It sounded as though “Lost” co-creator Damon Lindelof had fallen victim to something combining the worst aspects of hubris and masochism.
Hubrichism, if you will.
Fanboys the world over still railed at him at every turn for the divisive ending of that ABC phenomenon. Now he was going to turn the beloved comic book “Watchmen” into a TV show? Not since teenagers named Eugene or Melvin entered high schools in 1980s teen comedies had anyone been so ripe for bullying.
Mercifully, the resulting drama, debuting at 9 p.m. Sunday on HBO, is nothing short of a triumph.
‘Remixing’ a classic
Some backstory: Published in 1986 and 1987, the 12 issues of “Watchmen” have long been considered the medium’s greatest achievement. With its morally ambiguous themes that served as a deconstruction of the superhero genre, the series welcomed grown-ups back to the pages of comic books.
The problem lies in the fact that — as its prickly writer, Alan Moore, attested — “Watchmen” was never supposed to be anything other than those 12 comic books. No prequels or sequels, even though DC cranked out both. No movies, which, considering the way Zack Snyder’s 2009 effort turned out, seems to have been a wise call. And, certainly, no TV series.
Moore won’t even let his name be used in conjunction with HBO’s “Watchmen.” Instead, the credits read, “Based on characters co-created for DC by Dave Gibbons.” (The more approachable illustrator serves as a consulting producer on the series.)
Lindelof’s adaptation — he refers to it as a “remix” — picks up three decades after the events of the original series, trading its Cold War setting and the threat of nuclear annihilation for the domestic terrorism and violent racism of today. In “Watchmen’s” alternate America, Vietnam is our 51st state, Watergate never happened, and Robert Redford has been president for decades.
The 1921 race riot in Tulsa, Oklahoma, that opens the series and serves as its backbone, though, is sadly quite real.
In keeping with the source material, masked vigilantes are still outlawed, to the point that there are crackdowns and sting operations — even an FBI task force — dedicated to taking them off the streets. The Tulsa police, though, only appear in public with their faces obscured, owing to a series of coordinated murders years ago that left their ranks decimated. The thinking being, if the racist thugs from the Seventh Kavalry don’t know you’re a cop, it’s harder for them to murder you and your family while you sleep.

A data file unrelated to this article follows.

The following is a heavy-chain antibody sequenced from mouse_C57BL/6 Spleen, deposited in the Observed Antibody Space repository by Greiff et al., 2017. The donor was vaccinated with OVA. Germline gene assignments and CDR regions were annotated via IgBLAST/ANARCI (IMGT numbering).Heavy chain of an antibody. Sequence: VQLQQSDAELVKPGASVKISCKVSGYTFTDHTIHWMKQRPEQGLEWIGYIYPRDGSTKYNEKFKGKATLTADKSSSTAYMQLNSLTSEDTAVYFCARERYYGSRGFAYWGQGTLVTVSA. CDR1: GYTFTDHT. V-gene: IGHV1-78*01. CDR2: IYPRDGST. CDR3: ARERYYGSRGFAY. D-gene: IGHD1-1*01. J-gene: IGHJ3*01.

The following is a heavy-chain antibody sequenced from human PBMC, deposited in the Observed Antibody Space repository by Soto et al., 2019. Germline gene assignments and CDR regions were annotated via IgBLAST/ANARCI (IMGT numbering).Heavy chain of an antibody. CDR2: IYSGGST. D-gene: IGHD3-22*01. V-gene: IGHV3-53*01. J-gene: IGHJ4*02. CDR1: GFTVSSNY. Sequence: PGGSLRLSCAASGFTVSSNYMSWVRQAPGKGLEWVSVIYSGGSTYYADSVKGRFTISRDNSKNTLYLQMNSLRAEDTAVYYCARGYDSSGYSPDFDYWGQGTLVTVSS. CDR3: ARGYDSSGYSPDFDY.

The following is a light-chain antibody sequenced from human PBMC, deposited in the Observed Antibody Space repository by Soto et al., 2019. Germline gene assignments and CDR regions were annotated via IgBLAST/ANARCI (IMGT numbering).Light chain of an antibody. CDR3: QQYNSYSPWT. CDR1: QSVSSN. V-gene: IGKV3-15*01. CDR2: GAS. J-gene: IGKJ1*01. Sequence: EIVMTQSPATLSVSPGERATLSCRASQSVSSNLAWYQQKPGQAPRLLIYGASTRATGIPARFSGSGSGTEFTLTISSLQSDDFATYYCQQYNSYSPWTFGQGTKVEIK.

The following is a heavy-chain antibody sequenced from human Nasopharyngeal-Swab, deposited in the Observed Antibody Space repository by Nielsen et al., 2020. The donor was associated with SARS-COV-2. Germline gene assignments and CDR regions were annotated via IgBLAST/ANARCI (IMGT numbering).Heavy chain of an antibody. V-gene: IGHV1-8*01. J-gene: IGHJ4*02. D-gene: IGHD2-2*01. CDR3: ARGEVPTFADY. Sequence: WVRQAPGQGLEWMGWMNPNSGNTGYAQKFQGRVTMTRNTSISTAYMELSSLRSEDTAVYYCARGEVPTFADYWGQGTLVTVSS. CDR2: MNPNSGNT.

Some members of that police force — such as the hooded, black-robed Sister Night (2019 Oscar winner Regina King) and the mirror-masked Looking Glass (the reliably weird Tim Blake Nelson) — embrace the concept more enthusiastically than others. In doing so, their actions become harder to separate from those of the goons they’re trying to stop.
Sure to spark outcry
Like Lindelof’s previous HBO drama, “The Leftovers,” the series slowly explains itself — there’s a massive data dump in Episode 3 — while rewarding anyone with a knowledge of its source material. You don’t need to have read “Watchmen” to watch “Watchmen,” but, honestly, why wouldn’t you? It’s a rite of passage, no matter your age.
For those who have, there are plenty of Easter eggs and callbacks, including squid, a certain U.S. senator and a gleaming, naked, blue giant/god.
For everyone else, there’s some “Westworld”-style disorientation lingering in this messy, gorgeous, gripping drama. It can’t out-strange FX’s “Legion” — both shows share actress Jean Smart — but “Watchmen” gives the recently completed comic spinoff a run for its bizarre money.
Owing to the reverence in which the original work is held, there’s bound to be some complaining.
Considering the way both works leave matters of right and wrong and even the definition of a hero up for grabs, you can count on the series being misunderstood.
Given the still vitriolic reaction to that “Lost” finale, there will be plenty of viewers who never even tune in.
But give Lindelof a break. It’s been almost a decade. He’s clearly earned it. He’s obviously a fan of “Watchmen.”
And, for the last time, no, the characters on “Lost” weren’t really dead the whole time.